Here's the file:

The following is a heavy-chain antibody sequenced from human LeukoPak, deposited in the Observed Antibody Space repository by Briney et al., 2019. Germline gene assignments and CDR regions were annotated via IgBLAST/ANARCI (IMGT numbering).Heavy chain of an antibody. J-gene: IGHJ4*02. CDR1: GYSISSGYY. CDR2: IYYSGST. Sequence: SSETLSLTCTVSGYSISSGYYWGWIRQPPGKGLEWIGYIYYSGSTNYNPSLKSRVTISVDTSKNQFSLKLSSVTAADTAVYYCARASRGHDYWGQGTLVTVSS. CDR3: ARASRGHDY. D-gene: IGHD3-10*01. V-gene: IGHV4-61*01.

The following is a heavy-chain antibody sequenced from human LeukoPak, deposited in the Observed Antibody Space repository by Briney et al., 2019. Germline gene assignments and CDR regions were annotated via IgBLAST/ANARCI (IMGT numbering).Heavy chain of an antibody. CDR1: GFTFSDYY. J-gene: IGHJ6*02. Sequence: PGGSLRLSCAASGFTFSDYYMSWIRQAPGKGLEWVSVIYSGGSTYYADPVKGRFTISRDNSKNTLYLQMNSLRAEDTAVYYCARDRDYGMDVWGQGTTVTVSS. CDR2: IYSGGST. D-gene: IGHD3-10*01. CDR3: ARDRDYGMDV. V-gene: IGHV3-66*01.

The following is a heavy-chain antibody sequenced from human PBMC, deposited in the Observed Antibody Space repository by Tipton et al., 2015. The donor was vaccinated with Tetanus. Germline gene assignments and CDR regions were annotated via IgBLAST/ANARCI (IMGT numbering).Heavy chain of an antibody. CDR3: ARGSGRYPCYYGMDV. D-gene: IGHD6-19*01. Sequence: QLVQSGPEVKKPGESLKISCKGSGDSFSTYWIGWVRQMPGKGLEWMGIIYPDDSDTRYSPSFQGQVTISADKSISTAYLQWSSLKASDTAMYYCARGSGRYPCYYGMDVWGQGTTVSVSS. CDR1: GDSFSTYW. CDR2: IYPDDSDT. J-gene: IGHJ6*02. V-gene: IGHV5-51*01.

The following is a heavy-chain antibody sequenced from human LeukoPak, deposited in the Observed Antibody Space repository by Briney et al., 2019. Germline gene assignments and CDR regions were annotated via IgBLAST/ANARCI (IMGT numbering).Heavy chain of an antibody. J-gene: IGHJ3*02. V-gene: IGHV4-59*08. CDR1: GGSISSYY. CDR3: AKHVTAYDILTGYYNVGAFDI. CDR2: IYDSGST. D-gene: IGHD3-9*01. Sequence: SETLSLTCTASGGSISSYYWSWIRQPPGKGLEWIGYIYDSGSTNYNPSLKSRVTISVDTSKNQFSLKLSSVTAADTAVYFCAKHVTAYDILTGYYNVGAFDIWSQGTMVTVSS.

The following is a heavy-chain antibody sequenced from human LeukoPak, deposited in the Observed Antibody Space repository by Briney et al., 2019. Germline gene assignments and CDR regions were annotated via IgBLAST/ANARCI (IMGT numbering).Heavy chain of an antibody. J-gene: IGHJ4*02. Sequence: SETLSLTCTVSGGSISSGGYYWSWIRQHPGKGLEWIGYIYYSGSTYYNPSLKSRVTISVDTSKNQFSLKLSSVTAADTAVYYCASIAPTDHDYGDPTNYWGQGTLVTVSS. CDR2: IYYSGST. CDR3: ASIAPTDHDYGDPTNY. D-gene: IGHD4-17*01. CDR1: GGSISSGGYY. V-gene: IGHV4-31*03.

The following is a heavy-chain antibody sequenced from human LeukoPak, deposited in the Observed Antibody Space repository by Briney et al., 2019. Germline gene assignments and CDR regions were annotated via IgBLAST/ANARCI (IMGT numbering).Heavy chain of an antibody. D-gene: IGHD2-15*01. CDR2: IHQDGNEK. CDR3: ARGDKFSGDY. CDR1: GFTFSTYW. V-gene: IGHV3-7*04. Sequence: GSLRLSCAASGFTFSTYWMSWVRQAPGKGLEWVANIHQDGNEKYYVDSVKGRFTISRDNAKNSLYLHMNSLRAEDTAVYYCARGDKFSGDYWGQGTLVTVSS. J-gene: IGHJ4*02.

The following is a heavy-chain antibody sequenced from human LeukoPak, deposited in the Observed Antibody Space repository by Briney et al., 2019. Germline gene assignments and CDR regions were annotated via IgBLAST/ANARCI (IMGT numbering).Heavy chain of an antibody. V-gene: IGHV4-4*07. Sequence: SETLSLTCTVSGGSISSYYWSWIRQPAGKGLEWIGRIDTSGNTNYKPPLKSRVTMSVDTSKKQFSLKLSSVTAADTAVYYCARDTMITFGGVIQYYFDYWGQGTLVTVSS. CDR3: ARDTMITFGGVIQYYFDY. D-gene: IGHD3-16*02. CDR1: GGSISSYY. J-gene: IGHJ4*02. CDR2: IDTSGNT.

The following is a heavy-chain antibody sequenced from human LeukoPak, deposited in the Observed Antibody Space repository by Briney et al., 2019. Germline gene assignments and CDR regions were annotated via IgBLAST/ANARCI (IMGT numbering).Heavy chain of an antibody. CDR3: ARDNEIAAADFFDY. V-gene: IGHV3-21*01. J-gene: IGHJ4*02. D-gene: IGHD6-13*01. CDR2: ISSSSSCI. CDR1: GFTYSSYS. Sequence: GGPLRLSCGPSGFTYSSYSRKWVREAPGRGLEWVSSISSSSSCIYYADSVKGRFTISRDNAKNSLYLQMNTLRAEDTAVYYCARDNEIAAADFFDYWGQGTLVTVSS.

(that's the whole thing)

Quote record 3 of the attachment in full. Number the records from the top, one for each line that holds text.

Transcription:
The following is a heavy-chain antibody sequenced from human PBMC, deposited in the Observed Antibody Space repository by Tipton et al., 2015. The donor was vaccinated with Tetanus. Germline gene assignments and CDR regions were annotated via IgBLAST/ANARCI (IMGT numbering).Heavy chain of an antibody. CDR3: ARGSGRYPCYYGMDV. D-gene: IGHD6-19*01. Sequence: QLVQSGPEVKKPGESLKISCKGSGDSFSTYWIGWVRQMPGKGLEWMGIIYPDDSDTRYSPSFQGQVTISADKSISTAYLQWSSLKASDTAMYYCARGSGRYPCYYGMDVWGQGTTVSVSS. CDR1: GDSFSTYW. CDR2: IYPDDSDT. J-gene: IGHJ6*02. V-gene: IGHV5-51*01.